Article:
In Section II, entitled No-Fault, the subsection governing Coverage P — Personal Injury Protection, provides in pertinent part, "The most we will pay for work loss in any 30-day period shall not exceed $1000, or the adjusted amount in effect on the date of the accident as determined by the Commissioner of Insurance in accordance with the no-Fault Act.", emphasis added, presumably the Michigan Commissioner.

Next, in the subsection explaining When Coverages N, P and Q1 Do Not Apply, the policy qualifies one of the disclaimers of liability by stating, "This applies only if you are a motor carrier as defined by Michigan law, and evidence of security has been filed no your behalf with a regulatory body." Policy at 11.

Later in Section II, No-Fault, the policy disclaims coverage

2. for bodily injury to any person, other than you or any relative:
a. injured as a pedestrian outside the State of Michigan.
* * *
d. while occupying a motor vehicle which is:
* * *
2) Operated outside the State of Michigan by you or any relative; and
* * *
4. For any person:
a. Not a resident of the State of Michigan;
b. Occupying a motor vehicle or motorcycle not registered in Michigan;. . . .

Policy at 12 (emphasis added).

Finally, if arbitration had been necessary to determine the liability of the driver of an uninsured vehicle to Carter, the policy committed the parties to arbitration in the insured's State of residence; at the time of Carter's accident and for more than a year thereafter, that was Michigan. See Policy at 14:

Deciding Fault and Amount

Two questions must be decided by agreement between the insured and us:

1. Is the insured legally entitled to collect damages from the owner or driver of the uninsured motor vehicle; and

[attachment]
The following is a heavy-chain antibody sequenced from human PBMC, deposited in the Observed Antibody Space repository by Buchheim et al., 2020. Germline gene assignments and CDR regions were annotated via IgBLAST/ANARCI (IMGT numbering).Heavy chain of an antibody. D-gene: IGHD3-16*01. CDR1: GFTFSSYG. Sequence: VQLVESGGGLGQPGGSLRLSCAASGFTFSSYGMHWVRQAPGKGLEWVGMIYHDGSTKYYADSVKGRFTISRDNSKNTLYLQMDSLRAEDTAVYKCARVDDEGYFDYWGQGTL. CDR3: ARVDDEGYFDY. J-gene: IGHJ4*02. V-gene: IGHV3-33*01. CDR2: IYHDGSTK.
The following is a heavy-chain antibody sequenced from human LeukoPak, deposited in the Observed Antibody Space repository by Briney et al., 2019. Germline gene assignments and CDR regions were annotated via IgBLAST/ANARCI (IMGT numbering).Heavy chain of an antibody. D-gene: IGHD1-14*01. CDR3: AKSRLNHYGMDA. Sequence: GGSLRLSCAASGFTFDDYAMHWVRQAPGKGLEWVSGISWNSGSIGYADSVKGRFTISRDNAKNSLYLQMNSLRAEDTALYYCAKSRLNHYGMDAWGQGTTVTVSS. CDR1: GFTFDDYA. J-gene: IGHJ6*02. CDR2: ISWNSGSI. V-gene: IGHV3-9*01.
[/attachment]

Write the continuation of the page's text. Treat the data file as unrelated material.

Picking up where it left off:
2. If so, in what amount?
If there is no agreement, these questions shall be decided by arbitration upon written request of the insured or us. * * *
* * *
The arbitration shall take place in the county in which the insured resides unless the parties agree to another place. State court rules governing procedure and admission of evidence shall be used.

Boldface in original, italics added.

Accordingly, the court determines that specific personal jurisdiction exists in Michigan over Carter with relation to this policy, Carter's accident, and their sequelae, such as Carter's injuries and State Farm's handling, payment or non-payment of her claims under the policy.

Because the court determines that it has specific personal jurisdiction over Carter with regard to this controversy, it need not consider whether it might also have general personal jurisdiction over Carter. See generally Kerry Steel, Inc. v. Paragon Indus., Inc., 106 F.3d 147, 149 (6th Cir. 1997) (explaining distinction between specific and general jurisdiction); see, e.g., Air Prods. Controls, Inc. v. Safetech Int'l, Inc., 503 F.3d 544, 550 (6th Cir. 2007) ("Because we ultimately conclude that the district court had specific jurisdiction over Defendants, we focus only on that question and do not reach the question of general jurisdiction."); Scotts Co. v. Aventis SA, 145 F. App'x 109, 115 (6th Cir. 2005) (Suhrheinrich, J.) ("Given the conclusion that the exercise of specific jurisdiction is proper, we need not address Scotts' argument regarding general jurisdiction.").

DISCUSSION: Case or Controversy

Federal Constitutional "Case or Controversy" Requirement, Generally.

Next, Carter contends that State Farm has not established the existence of a "case or controversy" as necessary to permit this court to render an opinion. The court agrees.